# Is it possible to set bpy.data.filepath without saving the file?

I have some code which requires opening and closing blend files. The code has to save a temporary copy of the open file before opening other files and doing stuff to them. After the code is finished it reloads the temporary save of the original file.

The problem is, if the user goes to save their file (after the code has been carried out) it will save to the temporary location, of course they could change the save location manually but that would insert an unnecessary amount of entropy into this process.

I could also simply save the open file before the code was run, but I would like to avoid forcing that on the user. All that's holding me back is not being able to change the file's internal save location after all is finished.

If I could write to bpy.data.filepath (rather than only read it) problem would be solved. Anyone know of a way to set this value without actually saving the file with: bpy.ops.wm.save_as_mainfile() ?

As it stands I've developed a complicated method of working around this, but involves renaming and copying files. If I have to use it I will but hoping someone might know a slimmer solution here.

Also I'm aware there is a similar thread "Clear saved filepath" but I was hoping to explore this further. I just want to know is there something I'm missing with setting the blend file's save path.

EXPLANATION OF HOW IT'S DIFFERENT FROM "CLEAR SAVED FILEPATH": Let's see, that thread doesn't solve the problem. The end.

The bpy.data.filepath property reflects the current blendfile's location, which is why it is read only.

Not sure I understand your problem fully, but here's a suggestion: You can save the file implicitly (without asking the user to provide a save path), and decide yourself on an arbitrary temporary path for your save. By providing the bpy.ops.wm.save_as_mainfile() operator a filepath parameter, you can save directly to any path you desire.

bpy.ops.wm.save_as_mainfile( filepath = MYPATH )


You can later load that file implicitly again, with the opposite operator:

bpy.ops.wm.open_mainfile( filepath = MYPATH )


This way, you don't need to care what the value of bpy.data.filepath is.

• Thanks for your response. If you save a file, then open it up, then delete the actual file while Blender is still running, then run print(bpy.data.filepath) in the console, it will return the path location from the file as though nothing happened. This means the value isn't being checked, but stored within the file – Sicut Unum Nov 30 '15 at 22:20
• Sorry pressed enter to soon: Anyway.. This means the value is being stored within the file. The problem is I don't want the user's file to be force saved. So if I can save it as a temp file, run operations, then load that temp file and set its save location as the original file, then if after that point the user should choose to save, it will be as if nothing changed for the user. – Sicut Unum Nov 30 '15 at 22:30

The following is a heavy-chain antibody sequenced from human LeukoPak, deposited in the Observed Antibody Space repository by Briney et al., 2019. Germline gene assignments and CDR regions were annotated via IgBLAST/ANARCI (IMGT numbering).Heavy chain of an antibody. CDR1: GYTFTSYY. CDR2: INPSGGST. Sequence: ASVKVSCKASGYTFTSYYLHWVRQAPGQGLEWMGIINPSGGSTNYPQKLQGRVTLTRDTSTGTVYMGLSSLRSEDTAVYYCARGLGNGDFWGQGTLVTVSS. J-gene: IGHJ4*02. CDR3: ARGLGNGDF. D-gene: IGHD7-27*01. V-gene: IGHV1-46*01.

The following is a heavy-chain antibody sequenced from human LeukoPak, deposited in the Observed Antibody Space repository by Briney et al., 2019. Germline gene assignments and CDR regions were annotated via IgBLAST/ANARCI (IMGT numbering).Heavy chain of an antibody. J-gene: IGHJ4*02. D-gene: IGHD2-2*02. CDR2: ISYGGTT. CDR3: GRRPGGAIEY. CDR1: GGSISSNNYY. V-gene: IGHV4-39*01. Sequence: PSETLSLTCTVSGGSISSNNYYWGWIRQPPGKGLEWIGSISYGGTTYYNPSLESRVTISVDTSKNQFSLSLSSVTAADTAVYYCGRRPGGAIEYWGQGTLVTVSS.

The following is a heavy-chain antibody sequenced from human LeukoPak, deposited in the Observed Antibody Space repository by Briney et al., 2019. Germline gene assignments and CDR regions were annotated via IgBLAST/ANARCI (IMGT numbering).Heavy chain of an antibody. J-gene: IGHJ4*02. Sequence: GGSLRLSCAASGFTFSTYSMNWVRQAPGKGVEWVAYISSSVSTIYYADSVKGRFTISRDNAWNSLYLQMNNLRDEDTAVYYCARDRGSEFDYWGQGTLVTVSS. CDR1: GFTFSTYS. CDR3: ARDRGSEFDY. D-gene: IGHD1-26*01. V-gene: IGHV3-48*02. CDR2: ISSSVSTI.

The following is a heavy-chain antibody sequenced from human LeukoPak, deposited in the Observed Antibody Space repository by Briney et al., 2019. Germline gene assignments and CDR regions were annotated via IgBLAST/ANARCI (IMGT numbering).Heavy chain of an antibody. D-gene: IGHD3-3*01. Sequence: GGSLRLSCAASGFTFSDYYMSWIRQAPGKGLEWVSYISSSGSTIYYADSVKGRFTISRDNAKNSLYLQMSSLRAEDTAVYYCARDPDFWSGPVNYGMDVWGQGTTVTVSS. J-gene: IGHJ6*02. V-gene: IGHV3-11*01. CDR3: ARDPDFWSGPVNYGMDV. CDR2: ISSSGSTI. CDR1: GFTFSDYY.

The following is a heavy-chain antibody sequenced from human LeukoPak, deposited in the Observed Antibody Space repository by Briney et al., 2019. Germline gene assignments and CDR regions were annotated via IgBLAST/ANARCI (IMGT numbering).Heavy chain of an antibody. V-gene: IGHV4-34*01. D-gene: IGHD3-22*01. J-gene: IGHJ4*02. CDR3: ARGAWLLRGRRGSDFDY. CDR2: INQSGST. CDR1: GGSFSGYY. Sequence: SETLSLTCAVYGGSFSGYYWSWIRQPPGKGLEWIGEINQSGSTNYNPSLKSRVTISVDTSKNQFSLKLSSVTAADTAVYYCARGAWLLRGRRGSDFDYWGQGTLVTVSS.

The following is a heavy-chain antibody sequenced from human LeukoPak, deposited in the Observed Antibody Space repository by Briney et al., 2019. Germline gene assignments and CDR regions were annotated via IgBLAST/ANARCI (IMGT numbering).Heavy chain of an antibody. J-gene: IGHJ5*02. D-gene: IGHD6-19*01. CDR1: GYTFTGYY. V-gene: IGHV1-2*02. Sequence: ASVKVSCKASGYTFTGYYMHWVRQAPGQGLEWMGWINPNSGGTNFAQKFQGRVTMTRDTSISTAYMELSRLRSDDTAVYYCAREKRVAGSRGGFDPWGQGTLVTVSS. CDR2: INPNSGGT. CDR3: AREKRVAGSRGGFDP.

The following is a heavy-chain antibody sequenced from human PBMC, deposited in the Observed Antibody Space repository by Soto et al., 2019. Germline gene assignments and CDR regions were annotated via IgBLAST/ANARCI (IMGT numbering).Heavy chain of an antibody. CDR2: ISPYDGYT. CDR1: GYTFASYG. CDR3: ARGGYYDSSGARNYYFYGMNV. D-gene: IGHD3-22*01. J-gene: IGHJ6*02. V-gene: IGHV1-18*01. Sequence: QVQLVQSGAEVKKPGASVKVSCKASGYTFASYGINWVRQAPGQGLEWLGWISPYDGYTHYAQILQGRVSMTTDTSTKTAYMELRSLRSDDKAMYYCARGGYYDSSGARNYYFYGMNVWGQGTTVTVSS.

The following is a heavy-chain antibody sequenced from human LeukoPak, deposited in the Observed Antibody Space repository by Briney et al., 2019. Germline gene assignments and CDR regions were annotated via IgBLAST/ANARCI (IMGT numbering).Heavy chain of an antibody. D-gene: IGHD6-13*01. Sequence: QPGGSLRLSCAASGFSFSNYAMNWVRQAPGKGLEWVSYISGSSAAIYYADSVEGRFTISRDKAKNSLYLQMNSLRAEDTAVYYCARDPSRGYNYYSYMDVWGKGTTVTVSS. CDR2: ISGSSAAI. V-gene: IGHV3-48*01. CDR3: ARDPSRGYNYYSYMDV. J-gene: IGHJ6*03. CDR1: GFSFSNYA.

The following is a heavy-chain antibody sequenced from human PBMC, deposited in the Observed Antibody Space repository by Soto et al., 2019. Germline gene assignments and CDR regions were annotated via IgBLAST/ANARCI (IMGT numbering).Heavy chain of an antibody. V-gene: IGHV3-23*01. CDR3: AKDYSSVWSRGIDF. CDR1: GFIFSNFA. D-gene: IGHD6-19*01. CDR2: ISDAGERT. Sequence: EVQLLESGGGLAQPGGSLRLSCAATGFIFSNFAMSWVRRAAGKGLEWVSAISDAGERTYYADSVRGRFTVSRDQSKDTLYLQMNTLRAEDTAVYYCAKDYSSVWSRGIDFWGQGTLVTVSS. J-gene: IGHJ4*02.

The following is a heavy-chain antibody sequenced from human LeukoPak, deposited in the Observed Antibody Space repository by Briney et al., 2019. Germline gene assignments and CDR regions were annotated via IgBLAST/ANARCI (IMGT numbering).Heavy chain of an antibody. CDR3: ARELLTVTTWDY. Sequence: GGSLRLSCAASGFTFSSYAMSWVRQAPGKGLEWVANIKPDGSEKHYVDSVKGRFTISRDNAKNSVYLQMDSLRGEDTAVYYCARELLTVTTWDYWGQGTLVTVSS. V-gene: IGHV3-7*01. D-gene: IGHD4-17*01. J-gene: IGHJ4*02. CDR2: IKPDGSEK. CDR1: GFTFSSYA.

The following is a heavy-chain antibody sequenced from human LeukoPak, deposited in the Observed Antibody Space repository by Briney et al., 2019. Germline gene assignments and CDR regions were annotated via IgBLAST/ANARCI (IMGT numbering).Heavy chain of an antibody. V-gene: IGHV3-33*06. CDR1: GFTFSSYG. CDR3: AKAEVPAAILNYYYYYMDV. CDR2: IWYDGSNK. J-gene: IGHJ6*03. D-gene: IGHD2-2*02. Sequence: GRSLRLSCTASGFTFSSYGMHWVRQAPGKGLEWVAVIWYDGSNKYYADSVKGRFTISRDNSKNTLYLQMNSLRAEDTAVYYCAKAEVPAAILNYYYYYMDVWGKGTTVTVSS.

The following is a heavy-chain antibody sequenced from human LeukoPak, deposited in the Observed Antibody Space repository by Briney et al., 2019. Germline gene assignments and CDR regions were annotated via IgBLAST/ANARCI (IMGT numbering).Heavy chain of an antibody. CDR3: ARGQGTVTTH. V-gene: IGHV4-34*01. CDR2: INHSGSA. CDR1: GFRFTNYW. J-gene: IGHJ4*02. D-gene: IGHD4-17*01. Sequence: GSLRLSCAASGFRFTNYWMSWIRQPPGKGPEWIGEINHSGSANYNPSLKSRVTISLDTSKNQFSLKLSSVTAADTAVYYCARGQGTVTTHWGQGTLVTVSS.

• So, to make sure I understand. The main issue you're worried about is what the default save path will be when the user opts to manually save the file? – TLousky Nov 30 '15 at 22:36
• Correct, if they're working from an already saved file, they should be able to save without entering in a new location after every time the operator is run (or be forced to have their progress automatically saved when the operator is run). I've already figured out a bulky way of doing this but it would be so much cleaner if I could just set the internal save path. – Sicut Unum Nov 30 '15 at 22:40
• Alright, so in that case I'd save another copy of the blendfile at the default path you want your user to save at using the save_as_mainfile operator, then delete that file (say using os.remove). Simple two step solution instead of copying, renaming and deleting. – TLousky Nov 30 '15 at 22:54

While I think that clear filepath is the same problem, another approach is to provide your own save operator as shown in Add Prefix to filename

To expand a bit more on creating your own save operator, you could also create a new save operator that hides the original by setting bl_idname = "wm.save_as_mainfile" for your operator. Your newer operator will hide the original save operator when you register it and the original will be available when your operator is unregistered. You will need to be sure to duplicate the properties and parameters of the original so that existing scripts don't break.

Disclaimer I don't think this is a good idea and expect it will be frowned on by many, also I haven't tested this past knowing that a duplicate bl_idname will cause the newly registered operator to be used before the old one.

• Thanks for your response, I agree though I don't think this is a good solution but I like when people are willing to go as far as it takes to accomplish what they set out to do. – Sicut Unum Nov 30 '15 at 22:14